If you know this is a scam and those people scamed money from credit cards, maybe you know under which name the amount is going to show on the credit card statement.

It will be a great help if you can let me have that name, so I can notify my bank


Thank you



April 29, 2019 at 1:51 PM by
"Mark and Dave Williams GenBrain Pill" Scams Created by Online Scammers

These scammers use multiple names and accounts so it is hard to tell. But, what you can do is to watch your credit card statements and report any fraudulent transaction to your bank.


April 10, 2019 at 10:15 AM by
"Mark and Dave Williams GenBrain Pill" Scams Created by Online Scammers

bouncecylinder.icu is another website they are using.


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Online Threat Alerts Security Tips

Pay the safest way

Credit cards are the safest way to pay for online purchases because you can dispute the charges if you never get the goods or services or if the offer was misrepresented. Federal law limits your liability to $50 if someone makes unauthorized charges to your account, and most credit card issuers will remove them completely if you report the problem promptly.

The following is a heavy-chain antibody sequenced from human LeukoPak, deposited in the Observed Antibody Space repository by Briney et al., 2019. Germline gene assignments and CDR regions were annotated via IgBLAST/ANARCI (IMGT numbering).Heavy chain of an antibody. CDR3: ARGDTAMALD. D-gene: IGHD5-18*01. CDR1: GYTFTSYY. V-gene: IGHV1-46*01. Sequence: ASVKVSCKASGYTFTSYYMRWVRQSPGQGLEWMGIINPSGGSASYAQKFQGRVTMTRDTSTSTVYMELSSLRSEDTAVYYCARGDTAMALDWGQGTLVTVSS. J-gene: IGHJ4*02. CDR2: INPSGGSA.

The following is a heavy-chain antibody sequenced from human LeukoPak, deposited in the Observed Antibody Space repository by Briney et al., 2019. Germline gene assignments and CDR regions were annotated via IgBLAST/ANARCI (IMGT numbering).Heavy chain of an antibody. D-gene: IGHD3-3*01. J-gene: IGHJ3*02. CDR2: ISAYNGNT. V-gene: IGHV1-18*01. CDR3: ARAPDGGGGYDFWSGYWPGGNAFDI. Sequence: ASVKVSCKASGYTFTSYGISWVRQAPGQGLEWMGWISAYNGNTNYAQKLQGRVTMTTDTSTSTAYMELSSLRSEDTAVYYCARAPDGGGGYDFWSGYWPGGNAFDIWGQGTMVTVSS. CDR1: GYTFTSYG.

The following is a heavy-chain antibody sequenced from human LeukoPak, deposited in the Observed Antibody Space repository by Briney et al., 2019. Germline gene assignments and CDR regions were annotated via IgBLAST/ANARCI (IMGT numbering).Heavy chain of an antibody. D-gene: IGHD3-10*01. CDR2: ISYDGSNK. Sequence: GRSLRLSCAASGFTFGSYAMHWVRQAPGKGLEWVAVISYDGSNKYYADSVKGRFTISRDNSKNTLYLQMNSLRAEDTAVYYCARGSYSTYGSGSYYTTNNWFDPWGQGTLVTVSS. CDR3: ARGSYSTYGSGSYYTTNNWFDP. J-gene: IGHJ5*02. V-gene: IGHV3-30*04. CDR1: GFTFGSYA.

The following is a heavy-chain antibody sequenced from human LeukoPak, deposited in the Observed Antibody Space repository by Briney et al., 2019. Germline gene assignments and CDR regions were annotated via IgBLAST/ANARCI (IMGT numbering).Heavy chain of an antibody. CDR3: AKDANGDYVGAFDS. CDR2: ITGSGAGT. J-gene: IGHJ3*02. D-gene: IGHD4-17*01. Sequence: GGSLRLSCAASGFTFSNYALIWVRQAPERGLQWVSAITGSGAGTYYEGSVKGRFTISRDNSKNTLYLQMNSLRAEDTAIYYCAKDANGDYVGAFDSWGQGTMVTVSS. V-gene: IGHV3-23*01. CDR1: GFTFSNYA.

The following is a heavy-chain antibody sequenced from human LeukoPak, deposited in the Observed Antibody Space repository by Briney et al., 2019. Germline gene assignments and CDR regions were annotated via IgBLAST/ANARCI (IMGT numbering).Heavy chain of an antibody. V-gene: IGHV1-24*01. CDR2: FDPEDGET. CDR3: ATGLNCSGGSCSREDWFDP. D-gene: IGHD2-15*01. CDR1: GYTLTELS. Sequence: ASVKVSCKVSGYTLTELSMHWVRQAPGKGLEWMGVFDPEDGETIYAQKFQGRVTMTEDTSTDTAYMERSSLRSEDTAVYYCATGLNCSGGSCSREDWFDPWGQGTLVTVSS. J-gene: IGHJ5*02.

Guard your personal information

In any transaction you conduct, make sure to check with your state or local consumer protection agency and the Better Business Bureau (BBB) to see if the seller, charity, company, or organization is credible. Be especially wary if the entity is unfamiliar to you. Always call the number found on a website’s contact information to make sure the number legitimately belongs to the entity you are dealing with.

Be careful of the information you share

Never give out your codes, passwords or personal information, unless you are sure of who you're dealing with

Know who you’re dealing with